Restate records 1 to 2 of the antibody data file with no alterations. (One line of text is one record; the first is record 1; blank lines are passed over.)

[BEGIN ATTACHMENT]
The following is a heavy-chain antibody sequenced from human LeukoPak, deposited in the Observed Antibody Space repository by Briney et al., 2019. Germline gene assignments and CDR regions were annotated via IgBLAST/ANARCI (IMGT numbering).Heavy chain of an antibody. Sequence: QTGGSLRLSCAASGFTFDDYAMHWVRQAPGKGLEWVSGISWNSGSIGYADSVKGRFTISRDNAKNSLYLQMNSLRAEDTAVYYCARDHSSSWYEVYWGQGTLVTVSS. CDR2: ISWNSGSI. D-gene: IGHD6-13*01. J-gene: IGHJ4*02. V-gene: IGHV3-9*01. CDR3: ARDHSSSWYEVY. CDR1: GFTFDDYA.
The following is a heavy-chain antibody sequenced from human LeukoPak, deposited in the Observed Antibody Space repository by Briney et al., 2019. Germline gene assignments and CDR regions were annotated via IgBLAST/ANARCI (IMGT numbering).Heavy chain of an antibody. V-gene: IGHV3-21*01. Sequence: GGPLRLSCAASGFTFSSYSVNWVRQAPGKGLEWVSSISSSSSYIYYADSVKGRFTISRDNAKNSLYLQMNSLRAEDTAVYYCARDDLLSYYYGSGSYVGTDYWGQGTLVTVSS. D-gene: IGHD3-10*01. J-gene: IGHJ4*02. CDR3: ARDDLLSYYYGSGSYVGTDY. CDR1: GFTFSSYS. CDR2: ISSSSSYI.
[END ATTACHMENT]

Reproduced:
The following is a heavy-chain antibody sequenced from human LeukoPak, deposited in the Observed Antibody Space repository by Briney et al., 2019. Germline gene assignments and CDR regions were annotated via IgBLAST/ANARCI (IMGT numbering).Heavy chain of an antibody. Sequence: QTGGSLRLSCAASGFTFDDYAMHWVRQAPGKGLEWVSGISWNSGSIGYADSVKGRFTISRDNAKNSLYLQMNSLRAEDTAVYYCARDHSSSWYEVYWGQGTLVTVSS. CDR2: ISWNSGSI. D-gene: IGHD6-13*01. J-gene: IGHJ4*02. V-gene: IGHV3-9*01. CDR3: ARDHSSSWYEVY. CDR1: GFTFDDYA.
The following is a heavy-chain antibody sequenced from human LeukoPak, deposited in the Observed Antibody Space repository by Briney et al., 2019. Germline gene assignments and CDR regions were annotated via IgBLAST/ANARCI (IMGT numbering).Heavy chain of an antibody. V-gene: IGHV3-21*01. Sequence: GGPLRLSCAASGFTFSSYSVNWVRQAPGKGLEWVSSISSSSSYIYYADSVKGRFTISRDNAKNSLYLQMNSLRAEDTAVYYCARDDLLSYYYGSGSYVGTDYWGQGTLVTVSS. D-gene: IGHD3-10*01. J-gene: IGHJ4*02. CDR3: ARDDLLSYYYGSGSYVGTDY. CDR1: GFTFSSYS. CDR2: ISSSSSYI.